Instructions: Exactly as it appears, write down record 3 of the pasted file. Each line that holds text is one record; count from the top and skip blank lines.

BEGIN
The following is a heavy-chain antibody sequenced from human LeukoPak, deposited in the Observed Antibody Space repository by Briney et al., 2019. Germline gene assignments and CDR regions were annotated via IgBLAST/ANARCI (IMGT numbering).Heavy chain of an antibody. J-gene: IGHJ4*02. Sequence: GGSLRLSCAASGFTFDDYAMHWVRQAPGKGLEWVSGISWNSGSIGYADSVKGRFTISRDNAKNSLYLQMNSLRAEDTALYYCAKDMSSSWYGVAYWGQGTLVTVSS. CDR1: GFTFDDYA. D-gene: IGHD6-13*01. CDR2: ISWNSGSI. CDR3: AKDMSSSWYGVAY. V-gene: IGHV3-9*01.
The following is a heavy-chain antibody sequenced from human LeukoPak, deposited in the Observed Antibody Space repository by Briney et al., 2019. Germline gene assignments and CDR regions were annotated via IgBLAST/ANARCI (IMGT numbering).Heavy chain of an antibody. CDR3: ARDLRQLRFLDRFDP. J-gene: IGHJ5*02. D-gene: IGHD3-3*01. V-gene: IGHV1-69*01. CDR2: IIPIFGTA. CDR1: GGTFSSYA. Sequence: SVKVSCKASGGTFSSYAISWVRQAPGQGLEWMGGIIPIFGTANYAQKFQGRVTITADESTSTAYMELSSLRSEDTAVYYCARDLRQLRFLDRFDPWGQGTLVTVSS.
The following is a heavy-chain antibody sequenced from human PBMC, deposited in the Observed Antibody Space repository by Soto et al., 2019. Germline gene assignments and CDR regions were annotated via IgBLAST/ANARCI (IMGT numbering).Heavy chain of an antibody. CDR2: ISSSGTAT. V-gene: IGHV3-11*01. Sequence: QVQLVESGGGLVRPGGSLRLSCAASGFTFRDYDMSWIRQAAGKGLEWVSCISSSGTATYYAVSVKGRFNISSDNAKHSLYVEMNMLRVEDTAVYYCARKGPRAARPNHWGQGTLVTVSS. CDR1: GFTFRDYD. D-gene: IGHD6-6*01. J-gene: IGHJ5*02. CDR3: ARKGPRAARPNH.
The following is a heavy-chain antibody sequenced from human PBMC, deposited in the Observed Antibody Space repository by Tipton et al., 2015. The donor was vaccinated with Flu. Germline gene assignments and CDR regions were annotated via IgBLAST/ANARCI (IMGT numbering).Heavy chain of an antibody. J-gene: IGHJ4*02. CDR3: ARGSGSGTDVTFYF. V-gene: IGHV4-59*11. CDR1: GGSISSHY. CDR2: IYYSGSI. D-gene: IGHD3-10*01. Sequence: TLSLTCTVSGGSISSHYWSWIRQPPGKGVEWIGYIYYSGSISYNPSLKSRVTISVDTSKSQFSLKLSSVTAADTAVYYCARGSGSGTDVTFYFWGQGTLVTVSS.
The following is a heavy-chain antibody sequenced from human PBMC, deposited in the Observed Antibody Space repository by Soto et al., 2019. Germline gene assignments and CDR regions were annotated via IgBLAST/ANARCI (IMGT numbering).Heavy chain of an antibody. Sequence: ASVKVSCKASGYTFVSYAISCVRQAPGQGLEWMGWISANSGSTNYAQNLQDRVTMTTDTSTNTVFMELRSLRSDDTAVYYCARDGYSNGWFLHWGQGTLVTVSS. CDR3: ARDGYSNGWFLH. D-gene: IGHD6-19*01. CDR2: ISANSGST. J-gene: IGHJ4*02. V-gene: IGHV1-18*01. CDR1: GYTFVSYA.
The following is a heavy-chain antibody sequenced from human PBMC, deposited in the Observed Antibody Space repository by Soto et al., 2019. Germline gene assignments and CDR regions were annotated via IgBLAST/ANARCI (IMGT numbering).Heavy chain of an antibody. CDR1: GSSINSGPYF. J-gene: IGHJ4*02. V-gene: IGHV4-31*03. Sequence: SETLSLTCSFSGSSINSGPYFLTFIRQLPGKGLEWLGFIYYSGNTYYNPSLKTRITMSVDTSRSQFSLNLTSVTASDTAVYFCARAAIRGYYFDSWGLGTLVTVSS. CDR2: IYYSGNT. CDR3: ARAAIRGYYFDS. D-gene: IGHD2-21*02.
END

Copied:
The following is a heavy-chain antibody sequenced from human PBMC, deposited in the Observed Antibody Space repository by Soto et al., 2019. Germline gene assignments and CDR regions were annotated via IgBLAST/ANARCI (IMGT numbering).Heavy chain of an antibody. CDR2: ISSSGTAT. V-gene: IGHV3-11*01. Sequence: QVQLVESGGGLVRPGGSLRLSCAASGFTFRDYDMSWIRQAAGKGLEWVSCISSSGTATYYAVSVKGRFNISSDNAKHSLYVEMNMLRVEDTAVYYCARKGPRAARPNHWGQGTLVTVSS. CDR1: GFTFRDYD. D-gene: IGHD6-6*01. J-gene: IGHJ5*02. CDR3: ARKGPRAARPNH.